‘I just continue to make tracks, even if they’re bad’: Talking Tech with Nikki Nair

Nikki Nair‘s home turf may be thousands of miles away in Atlanta, but his productions feel much closer to home. Drawing inspiration from the UK in sound and style, his output captures the essence of what’s exciting about the underground from leftfield and broken techno to breaks `and bass.

These inventions have been coming thick and fast too. It was only 2018 when Nikki released his first EP into the world and since then he’s added over 10 more to his healthy catalogue, striking up a longstanding relationship with Dirtybird along the way. On UK soil though, it was Ian DPM and Wager’s Scuffed Recordings that picked up on Nikki’s talents early on, becoming a regular collaborator as well as being the catalyst for more UK labels to take note: Banoffee Pies, Gobstopper and Lobster Theremin — add to that a couple of track contributions to our STW compilations.

Just as he touches back down in the US following a mini tour around the UK, alongside the Scuffed crew and Farsight, we spoke to him about his home studio and approach to production.

Shufflin’ is out now on Lobster Theremin.

What’s your musical education?

I learned to play drums, and took drum lessons as a kid. I played in the school band as well as local bands. That was my main instrument for most of my life, maybe until the computer took over.

What was your first ever set-up, when you started making music?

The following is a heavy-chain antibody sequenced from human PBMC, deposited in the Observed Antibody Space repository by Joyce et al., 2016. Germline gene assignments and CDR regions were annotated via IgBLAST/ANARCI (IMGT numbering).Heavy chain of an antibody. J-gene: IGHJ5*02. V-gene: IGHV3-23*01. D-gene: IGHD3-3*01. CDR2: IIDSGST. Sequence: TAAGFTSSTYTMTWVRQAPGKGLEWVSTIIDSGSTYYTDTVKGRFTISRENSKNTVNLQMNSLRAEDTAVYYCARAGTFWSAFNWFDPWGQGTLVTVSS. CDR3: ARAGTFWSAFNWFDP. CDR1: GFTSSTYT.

I think when I started making recorded music, I was maybe 11 and I was using two cassette recorders, a guitar I had borrowed and a drum kit. I’d multitrack by first playing the drums onto one tape, then playing the tape and guitar track into the microphone of the other tape recorder. Then a couple of years later I got introduced to cool edit and fruity loops.

What was the first serious piece of kit you bought?

I’m not sure what qualifies as serious.. Maybe this would be my first set of studio monitors, which were M-Audio DSM-1 that I got at a used record shop. I didn’t get this until like 2012. I guess buying them signified that I wanted actually make music for other people to hear instead of just for myself.

Thanks for taking some photos around your studio. Could you give us a little walk through the main components? 

The main components are Dynaudio BM6a speakers, a UAD Apollo interface, Emagic Unitor-8 midi interface, Sony MXP-290 Mixer, Eela Audio S-191 Mixer, Ensoniq DP/4 fx box, Ibanez UE-305 compressor/delay/chorus pedal, E-MU E4xt, Shure SM57, Percussion/Drums, Blackbox HG-2, Moog Minitaur, E-MU Planet Earth, Roland VP-9000, Nord Drum. Maybe there are more. I like having two mixers because each one has a different preamp sound, but I mainly use the Sony one.

Where is it located and do you share with anyone else?

The studio is in my house in Atlanta. I don’t share it with anyone since it’s a bedroom of the house. I guess I share it when I have people over to collaborate.. this has only happen once so far though. Hopefully it will happen again!

Was there any method to the way you’ve laid it out and have you made any special non-musical touches to make it feel like a productive workspace?

Most of my music is sequenced from Ableton, so the computer is the center. The floor rack unit thing has the audio interface and a couple of patch bays. Almost all of my equipment is connected to the patch bay so that I don’t have to go behind the desk to change routings. If you have a bunch of gear, patch bays are extremely useful and a key to having a productive workspace.

I also have some decorations (mostly animal figurines) that make me happy.

What’s been your method for creating this studio? Has it been a gradual accumulation or a bulk purchase? Any key inspirations in pulling it together?